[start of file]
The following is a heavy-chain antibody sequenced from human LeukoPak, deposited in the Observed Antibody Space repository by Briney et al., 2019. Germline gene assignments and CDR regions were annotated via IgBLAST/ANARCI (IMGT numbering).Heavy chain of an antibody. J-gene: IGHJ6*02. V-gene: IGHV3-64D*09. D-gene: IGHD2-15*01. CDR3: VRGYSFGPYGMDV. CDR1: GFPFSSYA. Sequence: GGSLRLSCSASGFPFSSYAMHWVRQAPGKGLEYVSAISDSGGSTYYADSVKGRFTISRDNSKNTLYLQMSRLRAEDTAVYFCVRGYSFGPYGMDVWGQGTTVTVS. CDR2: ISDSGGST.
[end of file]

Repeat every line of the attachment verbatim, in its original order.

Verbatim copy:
The following is a heavy-chain antibody sequenced from human LeukoPak, deposited in the Observed Antibody Space repository by Briney et al., 2019. Germline gene assignments and CDR regions were annotated via IgBLAST/ANARCI (IMGT numbering).Heavy chain of an antibody. J-gene: IGHJ6*02. V-gene: IGHV3-64D*09. D-gene: IGHD2-15*01. CDR3: VRGYSFGPYGMDV. CDR1: GFPFSSYA. Sequence: GGSLRLSCSASGFPFSSYAMHWVRQAPGKGLEYVSAISDSGGSTYYADSVKGRFTISRDNSKNTLYLQMSRLRAEDTAVYFCVRGYSFGPYGMDVWGQGTTVTVS. CDR2: ISDSGGST.